Watch a 24-Hour-a-Day Earth-From-Space Cam

Bad Astronomy
The entire universe in blog form
May 7 2014 11:55 AM

The Earth From Space ... LIVE!

live view from space
Thunderstorms pop up hundreds of kilometers below the International Space Station on May 7, 2014, as seen from the live HD camera.*

Photo by NASA

Feeling a little down? I have a way to make you feel more up ... way up.

How about some live video of our home planet, streamed in high definition from the International Space Station?

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Yes, what you're seeing is live, the view right now from space. The cameras are part of an experiment to determine the long-term effects of conditions in space on cameras, so that they can be better designed for the task. The cameras were brought up to orbit by the SpaceX Dragon capsule resupply mission in April 2014, and astronauts installed them shortly thereafter.

As you watch, you can see the Earth slowly roll by ... apparently. In reality the station orbits at 8 kilometers per second, or about 18,000 mph—fast enough to circle the Earth in about 90 minutes. Several cameras were installed, and the view switches between them (you may see a gray screen for a few seconds during the switch). If the screen is black, that's because the station is over the Earth's night side. Give it a few minutes (well, 45 max) and you'll see our gloriously wet and cloudy and arid and green and simply spectacular planet once again.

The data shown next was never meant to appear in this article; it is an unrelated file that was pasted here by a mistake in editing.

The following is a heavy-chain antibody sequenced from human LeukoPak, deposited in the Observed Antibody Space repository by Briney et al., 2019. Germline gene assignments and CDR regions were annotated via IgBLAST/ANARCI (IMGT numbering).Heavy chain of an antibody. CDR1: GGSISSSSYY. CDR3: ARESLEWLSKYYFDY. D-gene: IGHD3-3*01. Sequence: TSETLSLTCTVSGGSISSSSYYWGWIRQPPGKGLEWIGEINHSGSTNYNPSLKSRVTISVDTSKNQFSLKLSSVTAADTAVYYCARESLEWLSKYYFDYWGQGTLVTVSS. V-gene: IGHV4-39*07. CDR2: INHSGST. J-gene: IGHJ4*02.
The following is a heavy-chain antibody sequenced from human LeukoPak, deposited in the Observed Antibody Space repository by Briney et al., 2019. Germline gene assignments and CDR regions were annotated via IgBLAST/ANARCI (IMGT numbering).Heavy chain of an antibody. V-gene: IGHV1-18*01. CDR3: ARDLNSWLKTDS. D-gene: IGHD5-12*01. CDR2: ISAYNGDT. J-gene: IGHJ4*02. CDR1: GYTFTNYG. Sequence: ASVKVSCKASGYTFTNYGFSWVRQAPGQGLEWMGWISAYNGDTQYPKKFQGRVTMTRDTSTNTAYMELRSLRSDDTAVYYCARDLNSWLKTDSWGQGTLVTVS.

Set the video to full screen, sit back, and soak in the view. There's no audio track, so you're free to pick one yourself. My suggestion? Dvorak's Ninth Symphony. Our Earth may be 4.56 billion years old, but this view makes it seem like an entirely New World.

*Correction, May 7, 2014: The caption on this post's photo originally misstated when the image was from. It's from May 7, 2014, not the future.

Phil Plait writes Slate’s Bad Astronomy blog and is an astronomer, public speaker, science evangelizer, and author of Death From the Skies!  

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